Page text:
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Does a 17" crt monitor need an exhaust fan ( to suck out heat ) ?

Discussion in 'Electronic Basics' started by Lim Pek En, Aug 6, 2003.

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  1. Lim Pek En

    Lim Pek En Guest

    I put a 8cm fan on my 17" Sony E200's grille, to suck out heat ( an
    awful lot ) made by its 120w consumption. I think its components
    will last longer, if they're cooler, esp if ambient air is >30°C.
    Am I right ? I plan to buy a 19" crt monitor ( produce even more heat
    ).
     
  2. If the fan moves the air in the direction it would normally move, only
    more so, it may well increase the life of the unit. But it will cause
    more dust to collect in the holes and on internal surfaces, so you
    should inspect it fairly often to make sure it doesn't get clogged.
     
  3. Lim PE

    Lim PE Guest

    | it may well increase the life of the unit.

    Thanks, I wonder why manufacturers do not supply even
    a fan point / seat on their crt monitor's grilles.
     
  4. But it will cause
    That is why in industrial computers the fans are not 'sucking' but
    blowing the wind into the PC, and this air is filtered.

    Pieter Hoeben
     
  5. Lim PE

    Lim PE Guest

    | catastrophic failure (and possibly fire) if the fan quits.

    Why not put a simple thermostat ( bi-metallic strip, failproof &
    cheap ) behind the crt ( hottest part ), to disconnect AC power
    supply if temperature is too high ?
    Is convection adequate for ambient air of >40°C in e.g. Saudi ?
    This 19" mntr www.ctxintl.com/products/crt_PR960FL.htm 's
    spec says it must not be used in air of >40°C.
     
  6. I doubt that it is.
    That kind of ambient temperature will almost certainly lead to a
    shorter useful life for most electronics, especially something with as
    must heat generation as a monitor. I would probably add a chimney to
    the case.
     
  7. I recall Iiyama quoted two MTBF on their 17" Diamontron (Trinitron clone
    from Mitsubishi) monitors some years back, at 25oC & 35oC ambient.

    Yes, design for convection since long-life fans are a high cost item
    and even there you could have an early failure re bath-tub curve.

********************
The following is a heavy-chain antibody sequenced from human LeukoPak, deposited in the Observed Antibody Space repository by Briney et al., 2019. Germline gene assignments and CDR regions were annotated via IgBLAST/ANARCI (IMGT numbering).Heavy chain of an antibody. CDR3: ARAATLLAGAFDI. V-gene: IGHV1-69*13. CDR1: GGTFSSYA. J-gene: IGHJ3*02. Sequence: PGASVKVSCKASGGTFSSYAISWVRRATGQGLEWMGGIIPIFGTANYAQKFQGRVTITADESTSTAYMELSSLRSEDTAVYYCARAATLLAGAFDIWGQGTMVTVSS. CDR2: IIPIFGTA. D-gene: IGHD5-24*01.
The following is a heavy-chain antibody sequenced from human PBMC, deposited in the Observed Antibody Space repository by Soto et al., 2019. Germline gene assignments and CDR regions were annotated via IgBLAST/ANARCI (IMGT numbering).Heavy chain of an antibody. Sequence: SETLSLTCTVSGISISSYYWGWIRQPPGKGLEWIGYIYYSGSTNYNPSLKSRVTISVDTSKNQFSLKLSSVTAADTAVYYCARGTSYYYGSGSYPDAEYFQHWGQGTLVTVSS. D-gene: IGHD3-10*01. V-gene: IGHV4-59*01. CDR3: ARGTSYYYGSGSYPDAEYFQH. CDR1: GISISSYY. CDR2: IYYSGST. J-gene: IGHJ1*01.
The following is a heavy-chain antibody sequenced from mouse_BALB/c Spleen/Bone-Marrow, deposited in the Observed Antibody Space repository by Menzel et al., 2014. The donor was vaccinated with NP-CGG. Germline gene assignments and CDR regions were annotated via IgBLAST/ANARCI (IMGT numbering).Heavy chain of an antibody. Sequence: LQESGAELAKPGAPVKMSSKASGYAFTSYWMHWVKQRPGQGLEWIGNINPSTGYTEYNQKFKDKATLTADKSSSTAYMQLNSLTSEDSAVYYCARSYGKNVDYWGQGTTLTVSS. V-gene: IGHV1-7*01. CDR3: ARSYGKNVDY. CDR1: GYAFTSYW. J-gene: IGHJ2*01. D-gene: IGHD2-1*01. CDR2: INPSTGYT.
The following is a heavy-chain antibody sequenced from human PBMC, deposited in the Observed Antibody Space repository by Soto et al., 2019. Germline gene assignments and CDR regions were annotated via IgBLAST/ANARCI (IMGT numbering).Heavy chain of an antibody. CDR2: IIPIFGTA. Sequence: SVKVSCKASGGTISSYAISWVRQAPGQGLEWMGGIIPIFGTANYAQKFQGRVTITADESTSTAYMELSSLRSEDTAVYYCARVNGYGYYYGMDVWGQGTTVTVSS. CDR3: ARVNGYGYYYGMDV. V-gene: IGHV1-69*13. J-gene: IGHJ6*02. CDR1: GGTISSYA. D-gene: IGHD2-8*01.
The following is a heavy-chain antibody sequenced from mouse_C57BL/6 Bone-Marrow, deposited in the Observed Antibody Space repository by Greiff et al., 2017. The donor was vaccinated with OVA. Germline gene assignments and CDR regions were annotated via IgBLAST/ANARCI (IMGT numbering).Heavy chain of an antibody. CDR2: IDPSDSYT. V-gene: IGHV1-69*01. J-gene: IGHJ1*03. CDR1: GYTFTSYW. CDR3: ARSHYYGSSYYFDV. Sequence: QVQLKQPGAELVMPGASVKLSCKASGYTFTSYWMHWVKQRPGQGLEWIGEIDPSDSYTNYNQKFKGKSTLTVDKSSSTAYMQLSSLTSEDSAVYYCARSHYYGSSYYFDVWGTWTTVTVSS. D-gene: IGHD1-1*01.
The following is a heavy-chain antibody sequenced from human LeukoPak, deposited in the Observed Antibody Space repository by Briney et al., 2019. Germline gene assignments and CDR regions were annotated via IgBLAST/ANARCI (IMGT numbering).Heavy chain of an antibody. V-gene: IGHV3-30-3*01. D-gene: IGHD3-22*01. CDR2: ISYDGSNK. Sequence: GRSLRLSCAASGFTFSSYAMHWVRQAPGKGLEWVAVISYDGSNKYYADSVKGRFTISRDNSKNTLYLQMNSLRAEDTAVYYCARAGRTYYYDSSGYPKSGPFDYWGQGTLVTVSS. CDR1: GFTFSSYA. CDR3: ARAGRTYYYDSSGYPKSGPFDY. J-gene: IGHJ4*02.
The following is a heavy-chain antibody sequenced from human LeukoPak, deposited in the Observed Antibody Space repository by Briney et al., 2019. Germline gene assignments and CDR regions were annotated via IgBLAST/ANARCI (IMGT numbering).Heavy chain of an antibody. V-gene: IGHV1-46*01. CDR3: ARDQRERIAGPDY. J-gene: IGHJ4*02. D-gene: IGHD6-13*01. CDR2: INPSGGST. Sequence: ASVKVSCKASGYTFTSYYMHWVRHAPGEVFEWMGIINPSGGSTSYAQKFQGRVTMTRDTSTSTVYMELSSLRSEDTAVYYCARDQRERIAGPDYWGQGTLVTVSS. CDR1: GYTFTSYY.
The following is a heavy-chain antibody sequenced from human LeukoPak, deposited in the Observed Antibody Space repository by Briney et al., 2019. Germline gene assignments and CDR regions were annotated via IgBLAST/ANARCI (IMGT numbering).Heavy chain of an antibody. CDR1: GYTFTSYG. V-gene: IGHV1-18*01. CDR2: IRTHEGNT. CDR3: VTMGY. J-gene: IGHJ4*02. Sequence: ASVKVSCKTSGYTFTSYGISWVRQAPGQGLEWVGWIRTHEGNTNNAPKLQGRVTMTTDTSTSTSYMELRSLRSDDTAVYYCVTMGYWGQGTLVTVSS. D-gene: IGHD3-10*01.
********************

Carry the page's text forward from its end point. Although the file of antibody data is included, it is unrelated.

At least one monitor maker did fit a fan to their monitors - Hitachi,
    and quoted a higher ambient operating temperature. Unfortunately,
    they also stated if the fan failed the monitor would be damaged. No
    monitoring of the fan was provided - although it was a Sanyo unit.

    Yes, it generally does increase life - but remember that depends on
    cooling in terms of m/sec over the hot components requiring cooling.

    Industrial units do use positive case pressure as mentioned, which can
    be filtered (and must be if avoiding dust ingress is the objective).
    However,
    such filtering must be done carefully in terms of pressure drop & capacity.

    Small DC Axial fans are very poor at maintaining cfm against the static
    resistance of a filter - a resistance which rises with airflow additionally.

    With CRT tending to such low figures, a fan is a major cost item which
    may be better spent on other areas more user-perceiveable. However,
    for climates such as Saudi, without A/C CRT is not a good idea since
    the solar gain and thermal contribution of computers is very high.
     
  8. Fred Abse

    Fred Abse Guest

    Not usually the hottest part, apart from maybe an inch or so of neck.
    Heaters (say) 6.3V at 1 amp, that's 6 watts. Beam current maybe a
    milliamp at about 25kV, that's 25 watts, but most of it is dissipated
    over the area of the screen, which is huge.

    Most heat is generated in the PSU and scanning circuits.
     
  9. Lim PE

    Lim PE Guest

    | Yes, it generally does increase life
    thanks

    | cooling in terms of m/sec over the hot components
    I don't understand this.

    | if the fan failed the monitor would be damaged
    Why not put a thermostat ( bi-metallic strip, failproof & cheap )
    behind the crt ( hottest part ), to disconnect AC power supply if
    temperature is too high ?
     
  10. | cooling in terms of m/sec over the hot components
    Cooling airflow can be measured in many ways:
    o volume of air moved -- cfm
    o speed of air movement -- metres per second

    Some components don't specify cfm for themselves,
    but the air velocity over them in metres per second.

    I think the over-riding problem with modern CRTs is:
    o They are built down to a price
    ---- how they can contain the many components they do
    ---- and sell at such low prices
    ---- with margin for manufacturer + distributor + retailer
    ---- is incredible
    o A fan is a cost component
    ---- which can be designed out
    ---- whilst designing it in loses margin with little mkting benefit

    Vis., will customers buy a CRT with a fan or one without?
    For many, they might actually prefer one without re noise.

    What economic buyer population requires a CRT which can
    tolerate far higher temperatures (40oC+ v spec'd at 30oC)?

    Military may spec to 50-55oC ambient (Africa is 45oC right now),
    but they are also likely to specify no fan re single-point-of-failure.

    Frankly, I think most of the heat in a CRT is SMPS related:
    o 200W consumed in total by the PSU
    o 80% efficiency leaves 40W heat dissipation
    o Bigger monitors might dissipate 60-100W

    So the argument perhaps moves to PSU cooling.
    Convection cooling can work, just depends how it is designed.
     
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